Mountains of Supplies
A 56-mile railroad was constructed along the mountain to transport materials and workers to the site of Powerhouse No. 1, where a permanent town developed. Before it was abandoned in 1933, the train hauled more than 400,000 tons of machinery and supplies to Big Creek.
During the long winters, massive snowfalls isolated the work camps for nearly seven months. To move mail and medicines, a team of seven dogs and a driver were brought in from Alaska to traverse the dangerous snowy terrain. A new radio base station kept workers connected to the outside world.
In 1913, work on the project slowed as war jitters grew in Europe. The international bond market fell, and financial support for Big Creek became uncertain. Huntington went so far as to pledge his personal property as collateral for temporary loans to keep construction moving. In October 1913, circuits around the project site received power from Powerhouse No. 1 for the first time.
Lighting up Los Angeles
By 1913, three 150,000-volt wire circuits spanned 241 miles from Powerhouse No. 1 to the Eagle Rock Substation, creating the longest, highest-voltage transmission line in the world. The line was completed in November 1913 but remained untested.
On Saturday, Nov. 8, 1913, tens of thousands of Californians were riding electric trolleys and working in Los Angeles when the Redondo Beach Generating Station lost power and the city came to a standstill. A risky decision was made to switch over to the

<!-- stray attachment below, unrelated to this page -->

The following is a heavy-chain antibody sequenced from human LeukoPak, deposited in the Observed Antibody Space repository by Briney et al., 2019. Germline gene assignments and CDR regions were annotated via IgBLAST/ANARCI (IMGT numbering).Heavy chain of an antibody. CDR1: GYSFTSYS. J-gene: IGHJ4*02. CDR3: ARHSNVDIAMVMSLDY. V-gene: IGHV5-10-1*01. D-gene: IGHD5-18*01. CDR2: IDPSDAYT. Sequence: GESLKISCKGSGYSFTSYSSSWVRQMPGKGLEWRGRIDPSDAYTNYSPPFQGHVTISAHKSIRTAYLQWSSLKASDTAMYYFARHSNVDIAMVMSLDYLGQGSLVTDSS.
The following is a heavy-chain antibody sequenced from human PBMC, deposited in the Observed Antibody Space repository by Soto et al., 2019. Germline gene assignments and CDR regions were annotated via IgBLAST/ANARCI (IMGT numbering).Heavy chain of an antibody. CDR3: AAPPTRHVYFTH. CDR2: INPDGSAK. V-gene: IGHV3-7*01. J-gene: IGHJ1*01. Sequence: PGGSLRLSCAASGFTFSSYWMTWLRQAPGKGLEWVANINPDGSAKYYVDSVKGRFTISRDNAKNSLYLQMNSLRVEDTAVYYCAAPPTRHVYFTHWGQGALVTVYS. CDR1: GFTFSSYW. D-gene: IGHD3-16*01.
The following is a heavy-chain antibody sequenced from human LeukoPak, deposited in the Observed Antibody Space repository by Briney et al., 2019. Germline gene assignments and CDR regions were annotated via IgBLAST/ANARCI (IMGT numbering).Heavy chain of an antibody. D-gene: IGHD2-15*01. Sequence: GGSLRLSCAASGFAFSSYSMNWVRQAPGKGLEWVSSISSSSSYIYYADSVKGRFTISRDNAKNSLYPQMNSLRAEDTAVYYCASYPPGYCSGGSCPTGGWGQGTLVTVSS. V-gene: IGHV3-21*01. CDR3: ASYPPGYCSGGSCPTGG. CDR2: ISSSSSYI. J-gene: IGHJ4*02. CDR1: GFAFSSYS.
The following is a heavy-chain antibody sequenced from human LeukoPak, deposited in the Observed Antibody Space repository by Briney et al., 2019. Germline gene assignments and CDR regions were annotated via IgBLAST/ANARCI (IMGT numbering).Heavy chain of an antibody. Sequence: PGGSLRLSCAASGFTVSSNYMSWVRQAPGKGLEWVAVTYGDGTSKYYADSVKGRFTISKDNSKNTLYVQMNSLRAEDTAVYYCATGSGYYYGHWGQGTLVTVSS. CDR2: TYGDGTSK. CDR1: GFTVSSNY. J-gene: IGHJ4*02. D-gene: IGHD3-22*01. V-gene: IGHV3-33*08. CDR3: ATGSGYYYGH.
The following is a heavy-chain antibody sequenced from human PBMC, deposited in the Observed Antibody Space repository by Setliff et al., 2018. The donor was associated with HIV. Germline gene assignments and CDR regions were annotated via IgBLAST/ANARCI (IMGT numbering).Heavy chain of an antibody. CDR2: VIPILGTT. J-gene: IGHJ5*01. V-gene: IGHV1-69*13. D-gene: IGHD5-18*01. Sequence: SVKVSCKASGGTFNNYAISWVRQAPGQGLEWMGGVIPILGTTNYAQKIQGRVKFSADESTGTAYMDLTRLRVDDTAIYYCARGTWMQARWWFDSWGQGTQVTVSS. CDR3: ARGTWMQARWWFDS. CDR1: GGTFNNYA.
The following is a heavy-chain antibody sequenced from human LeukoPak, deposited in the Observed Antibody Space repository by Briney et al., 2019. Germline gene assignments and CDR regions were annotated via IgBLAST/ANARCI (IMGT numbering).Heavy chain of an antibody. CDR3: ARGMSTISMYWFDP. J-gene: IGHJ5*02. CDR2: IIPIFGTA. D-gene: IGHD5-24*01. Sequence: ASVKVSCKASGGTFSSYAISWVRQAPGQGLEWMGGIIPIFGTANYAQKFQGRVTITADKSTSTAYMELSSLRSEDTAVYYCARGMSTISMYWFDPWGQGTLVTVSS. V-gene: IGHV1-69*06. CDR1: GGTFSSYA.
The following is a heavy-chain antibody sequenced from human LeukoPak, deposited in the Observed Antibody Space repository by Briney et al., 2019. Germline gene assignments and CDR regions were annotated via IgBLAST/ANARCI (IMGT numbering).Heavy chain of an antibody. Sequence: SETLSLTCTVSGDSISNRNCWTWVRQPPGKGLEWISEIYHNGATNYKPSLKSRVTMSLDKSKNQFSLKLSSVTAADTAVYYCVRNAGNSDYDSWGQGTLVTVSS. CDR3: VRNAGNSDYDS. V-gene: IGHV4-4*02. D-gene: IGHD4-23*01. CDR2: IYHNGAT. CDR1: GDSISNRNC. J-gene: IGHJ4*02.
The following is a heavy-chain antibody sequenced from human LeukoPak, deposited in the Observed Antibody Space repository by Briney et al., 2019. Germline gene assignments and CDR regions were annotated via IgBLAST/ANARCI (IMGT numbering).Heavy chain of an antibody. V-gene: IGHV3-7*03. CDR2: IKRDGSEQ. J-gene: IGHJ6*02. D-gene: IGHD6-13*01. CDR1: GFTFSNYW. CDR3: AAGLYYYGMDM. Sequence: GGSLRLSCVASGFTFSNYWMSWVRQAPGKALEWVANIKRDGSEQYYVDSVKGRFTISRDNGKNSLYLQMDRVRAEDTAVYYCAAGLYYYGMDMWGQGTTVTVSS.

Big Creek line. At 8:38 a.m., power trickled into the city, and Big Creek electrified Los Angeles for the first time.
Expanding for the Future
Before 1917, Huntington’s Pacific Light & Power Corporation owned the Big Creek project. On May 26, 1917, PL&P was purchased by and merged into the Southern California Edison Company. The company doubled in assets, now serving more than 100 cities and 1.25 million people. The larger service territory and ever-increasing population called for increasing Big Creek’s generation capacity.
From 1917 to 1929, nearly 5,000 SCE employees were at work building powerhouses, transmission lines, dams, roads and artificial tunnels. They ran a lumber mill, operated a railroad and maintained a mountain resort, among other jobs. Powerhouses 1 and 2 were expanded, three new powerhouses were built, a massive tunnel was dug to divert water and the original 150,000-volt transmission line was converted to 220,000 volts.
Today, the Big Creek system is one of the largest hydroelectric plants in the country. It includes nine powerhouses and can generate enough electricity to power about 650,000 homes.